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Albert R. Eng, Wipro Technologies and Bill Krivoshik, Marsh & McLennan Companies
Albert R. Eng, Wipro Technologies and Bill Krivoshik, Marsh & McLennan Companies
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How to Save Your Shared Services Model from Becoming a Money Pit

Given the drastic changes that have occurred in many corporate operating models during the recession, certain common services may not be as highly value added as before.

Albert R. Eng
Albert EngBill Krivoshik
Bill Krivoshik

As we emerge from the recession, new challenges face shared services groups. Fixed annual operating expenses may now appear high because of reduced corporate performance across revenue producing business units. As we all know, shared services aim to achieve efficiency, re-use and cost reduction through economies of scale when service capacity is properly sized for business needs. We have found that IT organizations don't track financial and operating performance routinely enough with the kind of granularity that can quantitatively measure each common service against these ideals.

Given the drastic changes that have occurred in many corporate operating models during the recession, certain common services may not be as highly value added as before.

Depending on whether or not your company expects to exploit the current displacement the economy has caused with companies in distress, here are some considerations that you may want to implement to keep your shared services from becoming fixed expense money pits:

1. Proactively recalibrate your shared services capacity forecasts with the activities of corporate Business Process Management and Lean initiatives. It's important to ensure you are anticipating long term financial and business objectives by leveraging third party findings in addition to the business unit forecasts. Factual data from third parties always helps to manage the dynamics of businesses wanting to keep services housed in a siloed manner.

2. Take the opportunity to revisit shared service candidates for finance and accounting, call center support, infrastructure, data management and testing. Use your company's strategic repositioning goals to your advantage.

3. Trends indicate that M&A activity will be a more frequent corporate strategy in 2010. If this your corporate strategy, then it is important to consider having due diligence and integration skills ready at hand. This skill type can be merged within your Project Management Office. A very important consideration will be to review the chargeback scheme being used and ensure that the methodology for allocating expense meets the needs of your company's inorganic growth objectives. Allocating expense vs. writing off technology no longer used is best decided before the acquisition to ensure that the valuation of the acquisition prices in non-leveraged assets. Going through an M&A integration process is also a good time to clean up shop. Initiate decommissioning studies to remove non-standard technologies and homegrown solutions at key points of the application architecture. Leverage M&A activity to enhance your data management strategy; perhaps formalize a data conversion and test management factory to migrate important customer, employee and product data. Adding configuration management to your centralized testing facility is an opportunity.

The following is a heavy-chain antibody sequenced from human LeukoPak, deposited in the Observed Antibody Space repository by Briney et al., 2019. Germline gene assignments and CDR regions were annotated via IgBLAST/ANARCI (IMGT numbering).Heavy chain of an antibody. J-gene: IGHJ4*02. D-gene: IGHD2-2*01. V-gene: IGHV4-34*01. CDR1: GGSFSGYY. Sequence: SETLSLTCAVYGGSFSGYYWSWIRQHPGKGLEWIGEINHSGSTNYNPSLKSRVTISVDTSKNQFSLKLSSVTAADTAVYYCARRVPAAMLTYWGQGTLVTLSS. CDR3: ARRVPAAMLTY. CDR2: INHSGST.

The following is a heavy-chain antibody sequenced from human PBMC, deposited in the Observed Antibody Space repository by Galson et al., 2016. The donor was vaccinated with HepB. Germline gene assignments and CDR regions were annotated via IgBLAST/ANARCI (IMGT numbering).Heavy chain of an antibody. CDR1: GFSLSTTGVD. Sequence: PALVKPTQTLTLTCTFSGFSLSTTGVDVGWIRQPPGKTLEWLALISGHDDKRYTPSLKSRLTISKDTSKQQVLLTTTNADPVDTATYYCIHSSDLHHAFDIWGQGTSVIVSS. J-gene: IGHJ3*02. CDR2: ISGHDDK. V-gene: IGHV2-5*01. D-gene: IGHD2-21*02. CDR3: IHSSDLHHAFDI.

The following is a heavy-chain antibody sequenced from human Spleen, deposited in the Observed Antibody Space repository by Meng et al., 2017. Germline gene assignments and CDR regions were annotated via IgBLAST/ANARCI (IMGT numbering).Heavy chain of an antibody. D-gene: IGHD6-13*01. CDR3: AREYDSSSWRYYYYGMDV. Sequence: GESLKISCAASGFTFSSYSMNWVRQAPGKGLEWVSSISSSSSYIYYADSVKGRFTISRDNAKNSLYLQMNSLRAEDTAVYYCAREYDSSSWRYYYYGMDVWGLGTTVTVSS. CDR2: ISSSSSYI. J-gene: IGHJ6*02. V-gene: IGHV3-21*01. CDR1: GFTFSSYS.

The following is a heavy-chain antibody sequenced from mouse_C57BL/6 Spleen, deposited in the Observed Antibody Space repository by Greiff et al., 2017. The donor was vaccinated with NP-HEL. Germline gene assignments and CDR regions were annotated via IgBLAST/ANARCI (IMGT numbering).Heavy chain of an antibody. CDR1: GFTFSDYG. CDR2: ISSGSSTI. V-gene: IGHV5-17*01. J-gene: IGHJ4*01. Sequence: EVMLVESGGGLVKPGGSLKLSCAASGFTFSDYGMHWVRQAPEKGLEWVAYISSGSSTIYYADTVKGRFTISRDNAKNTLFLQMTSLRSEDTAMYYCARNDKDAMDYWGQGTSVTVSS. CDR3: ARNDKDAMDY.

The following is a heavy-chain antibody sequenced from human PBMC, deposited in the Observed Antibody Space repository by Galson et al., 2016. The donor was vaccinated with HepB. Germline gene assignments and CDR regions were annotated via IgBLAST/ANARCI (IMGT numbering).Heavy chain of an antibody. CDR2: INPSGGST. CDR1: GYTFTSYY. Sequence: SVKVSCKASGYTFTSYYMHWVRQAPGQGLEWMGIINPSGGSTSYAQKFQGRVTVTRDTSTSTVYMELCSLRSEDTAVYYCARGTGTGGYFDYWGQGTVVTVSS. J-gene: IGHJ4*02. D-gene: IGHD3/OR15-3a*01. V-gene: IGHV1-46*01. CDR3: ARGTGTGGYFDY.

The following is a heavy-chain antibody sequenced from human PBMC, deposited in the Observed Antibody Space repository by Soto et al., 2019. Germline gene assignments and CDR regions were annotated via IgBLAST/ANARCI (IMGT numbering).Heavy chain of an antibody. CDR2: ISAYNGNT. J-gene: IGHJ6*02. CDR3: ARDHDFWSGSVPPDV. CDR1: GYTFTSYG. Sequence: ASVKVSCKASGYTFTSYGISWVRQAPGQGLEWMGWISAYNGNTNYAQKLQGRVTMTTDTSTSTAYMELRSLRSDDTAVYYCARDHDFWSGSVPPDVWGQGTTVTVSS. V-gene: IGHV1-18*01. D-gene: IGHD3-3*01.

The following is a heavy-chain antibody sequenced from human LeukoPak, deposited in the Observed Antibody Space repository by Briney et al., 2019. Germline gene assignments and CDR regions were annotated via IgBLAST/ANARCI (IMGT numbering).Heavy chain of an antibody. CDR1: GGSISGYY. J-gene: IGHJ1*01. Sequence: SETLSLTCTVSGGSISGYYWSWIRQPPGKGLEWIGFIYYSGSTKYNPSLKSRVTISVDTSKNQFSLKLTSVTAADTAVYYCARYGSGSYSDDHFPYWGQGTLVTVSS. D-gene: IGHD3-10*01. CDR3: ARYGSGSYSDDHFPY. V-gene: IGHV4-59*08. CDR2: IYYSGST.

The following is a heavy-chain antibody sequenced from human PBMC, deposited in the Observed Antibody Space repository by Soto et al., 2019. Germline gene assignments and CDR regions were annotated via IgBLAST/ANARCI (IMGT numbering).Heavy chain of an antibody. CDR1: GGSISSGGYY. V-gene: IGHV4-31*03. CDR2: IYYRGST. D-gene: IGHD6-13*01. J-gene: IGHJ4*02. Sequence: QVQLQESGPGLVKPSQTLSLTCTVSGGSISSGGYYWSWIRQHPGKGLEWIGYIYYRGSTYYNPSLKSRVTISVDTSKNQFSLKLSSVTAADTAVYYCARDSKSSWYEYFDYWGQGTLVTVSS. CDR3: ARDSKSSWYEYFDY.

4. Initiate a cloud computing studies to adopt new variable cost technologies that are emerging from cloud service providers for non-core mission critical systems. Use this capability to support or TSA's (Transition Services Arrangements) for carve-outs.

5. Whether you are on-boarding a new company, or, shutting down a part of your business, a properly structured shared services function with the right ratio of variable cost services, transparent chargeback mechanisms and vendor relationships will facilitate the integration or decoupling process instead of being a money sieve with unexplainable allocations.

6. Lastly, the quick or easy answer might be to outsource. But this may also be the naive answer. An outsourcer can leverage a better cost model because of economies of scale, and in many cases be significantly more cost effective than doing it in house. But a shared service unit that has its own scale can also provide significant cost advantages. An internal shared service can be more responsive and lower risk than an outsourced arrangement. We all know this but regardless of your deployment style it still boils down to cost, quality, responsiveness and, a rigorous, understandable business case with the appropriate stakeholder buy-ins.

About the Authors:

Albert R. Eng is Head – M&A Transaction Services, BFSI for Wipro Technologies. A seasoned senior IT executive and change agent with 27 years of experience, Eng currently leads Wipro's M&A Transaction Services group for its Financial Services division. His team provides merger, acquisition and divestiture advisory for IT and Business operations with the net result of maximizing EBITDA potential.

Bill Krivoshik is Chief Information Officer for Marsh & McLennan Companies. In this newly created role, Bill is the highest ranking IT executive within MMC and reports directly to MMC President and CEO, Brian Duperreault. His responsibilities include developing, articulating, and implementing a firm-wide technology strategy. This includes working with the operating company CEOs and CIOs to set technology standards, improve collaboration, and improve efficiencies and productivity.

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